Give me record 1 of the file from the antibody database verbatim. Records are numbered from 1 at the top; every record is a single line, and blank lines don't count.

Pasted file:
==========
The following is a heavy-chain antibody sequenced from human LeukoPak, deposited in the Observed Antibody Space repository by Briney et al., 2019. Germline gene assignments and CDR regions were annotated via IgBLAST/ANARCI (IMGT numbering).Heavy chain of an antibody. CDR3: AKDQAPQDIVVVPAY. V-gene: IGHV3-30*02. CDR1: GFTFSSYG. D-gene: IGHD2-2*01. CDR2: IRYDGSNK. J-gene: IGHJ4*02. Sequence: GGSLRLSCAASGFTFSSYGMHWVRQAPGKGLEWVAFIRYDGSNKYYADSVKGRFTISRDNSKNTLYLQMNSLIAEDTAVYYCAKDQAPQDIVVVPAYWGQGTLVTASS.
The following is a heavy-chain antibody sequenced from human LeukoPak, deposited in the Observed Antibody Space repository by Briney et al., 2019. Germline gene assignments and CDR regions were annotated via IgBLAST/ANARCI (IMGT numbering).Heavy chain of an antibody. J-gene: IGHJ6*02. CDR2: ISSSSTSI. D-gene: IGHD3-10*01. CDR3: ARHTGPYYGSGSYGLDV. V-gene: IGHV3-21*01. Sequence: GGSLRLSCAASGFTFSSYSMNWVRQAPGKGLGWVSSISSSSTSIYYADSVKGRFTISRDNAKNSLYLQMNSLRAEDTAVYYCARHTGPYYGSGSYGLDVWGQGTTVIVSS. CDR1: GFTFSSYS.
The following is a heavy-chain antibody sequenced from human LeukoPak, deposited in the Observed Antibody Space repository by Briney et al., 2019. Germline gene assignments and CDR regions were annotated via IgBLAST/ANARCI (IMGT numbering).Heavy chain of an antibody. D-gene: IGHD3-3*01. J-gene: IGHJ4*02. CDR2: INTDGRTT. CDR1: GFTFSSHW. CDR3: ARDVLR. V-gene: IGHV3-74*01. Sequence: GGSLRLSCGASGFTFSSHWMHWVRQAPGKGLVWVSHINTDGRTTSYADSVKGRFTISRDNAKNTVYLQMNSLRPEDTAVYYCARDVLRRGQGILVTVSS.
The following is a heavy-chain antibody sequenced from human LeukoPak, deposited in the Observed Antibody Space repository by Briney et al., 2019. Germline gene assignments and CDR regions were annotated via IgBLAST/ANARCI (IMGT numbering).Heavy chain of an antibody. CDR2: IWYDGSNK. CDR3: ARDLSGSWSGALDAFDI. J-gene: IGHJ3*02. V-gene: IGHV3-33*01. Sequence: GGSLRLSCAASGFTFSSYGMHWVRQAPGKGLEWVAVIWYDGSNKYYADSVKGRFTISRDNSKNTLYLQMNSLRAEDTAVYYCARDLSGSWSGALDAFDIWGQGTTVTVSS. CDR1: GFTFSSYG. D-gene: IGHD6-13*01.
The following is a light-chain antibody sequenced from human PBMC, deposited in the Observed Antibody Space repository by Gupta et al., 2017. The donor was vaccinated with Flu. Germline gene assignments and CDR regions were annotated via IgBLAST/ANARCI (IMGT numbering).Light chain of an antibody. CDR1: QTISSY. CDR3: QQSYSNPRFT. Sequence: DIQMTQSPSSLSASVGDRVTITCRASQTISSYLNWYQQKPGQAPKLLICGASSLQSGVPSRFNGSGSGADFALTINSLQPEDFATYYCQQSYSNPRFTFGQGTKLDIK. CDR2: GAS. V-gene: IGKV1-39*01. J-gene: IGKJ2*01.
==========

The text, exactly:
The following is a heavy-chain antibody sequenced from human LeukoPak, deposited in the Observed Antibody Space repository by Briney et al., 2019. Germline gene assignments and CDR regions were annotated via IgBLAST/ANARCI (IMGT numbering).Heavy chain of an antibody. CDR3: AKDQAPQDIVVVPAY. V-gene: IGHV3-30*02. CDR1: GFTFSSYG. D-gene: IGHD2-2*01. CDR2: IRYDGSNK. J-gene: IGHJ4*02. Sequence: GGSLRLSCAASGFTFSSYGMHWVRQAPGKGLEWVAFIRYDGSNKYYADSVKGRFTISRDNSKNTLYLQMNSLIAEDTAVYYCAKDQAPQDIVVVPAYWGQGTLVTASS.